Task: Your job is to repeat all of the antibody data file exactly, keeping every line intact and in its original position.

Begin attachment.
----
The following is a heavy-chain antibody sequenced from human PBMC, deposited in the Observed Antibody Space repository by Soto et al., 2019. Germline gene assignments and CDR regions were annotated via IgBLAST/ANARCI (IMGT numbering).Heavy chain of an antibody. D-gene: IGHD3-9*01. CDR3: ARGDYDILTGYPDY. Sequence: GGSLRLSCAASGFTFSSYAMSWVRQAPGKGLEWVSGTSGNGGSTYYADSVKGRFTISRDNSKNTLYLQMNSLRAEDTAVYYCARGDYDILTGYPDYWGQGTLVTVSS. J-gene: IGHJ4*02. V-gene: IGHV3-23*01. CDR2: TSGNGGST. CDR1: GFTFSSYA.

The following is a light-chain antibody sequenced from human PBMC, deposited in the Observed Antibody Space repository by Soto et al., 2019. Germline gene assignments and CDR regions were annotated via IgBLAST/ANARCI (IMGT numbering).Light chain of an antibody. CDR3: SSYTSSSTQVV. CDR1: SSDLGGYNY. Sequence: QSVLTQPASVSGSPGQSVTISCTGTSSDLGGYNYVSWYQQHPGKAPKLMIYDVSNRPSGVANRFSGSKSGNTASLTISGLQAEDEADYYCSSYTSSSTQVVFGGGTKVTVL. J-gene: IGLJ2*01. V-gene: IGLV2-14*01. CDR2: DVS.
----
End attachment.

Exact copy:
The following is a heavy-chain antibody sequenced from human PBMC, deposited in the Observed Antibody Space repository by Soto et al., 2019. Germline gene assignments and CDR regions were annotated via IgBLAST/ANARCI (IMGT numbering).Heavy chain of an antibody. D-gene: IGHD3-9*01. CDR3: ARGDYDILTGYPDY. Sequence: GGSLRLSCAASGFTFSSYAMSWVRQAPGKGLEWVSGTSGNGGSTYYADSVKGRFTISRDNSKNTLYLQMNSLRAEDTAVYYCARGDYDILTGYPDYWGQGTLVTVSS. J-gene: IGHJ4*02. V-gene: IGHV3-23*01. CDR2: TSGNGGST. CDR1: GFTFSSYA.

The following is a light-chain antibody sequenced from human PBMC, deposited in the Observed Antibody Space repository by Soto et al., 2019. Germline gene assignments and CDR regions were annotated via IgBLAST/ANARCI (IMGT numbering).Light chain of an antibody. CDR3: SSYTSSSTQVV. CDR1: SSDLGGYNY. Sequence: QSVLTQPASVSGSPGQSVTISCTGTSSDLGGYNYVSWYQQHPGKAPKLMIYDVSNRPSGVANRFSGSKSGNTASLTISGLQAEDEADYYCSSYTSSSTQVVFGGGTKVTVL. J-gene: IGLJ2*01. V-gene: IGLV2-14*01. CDR2: DVS.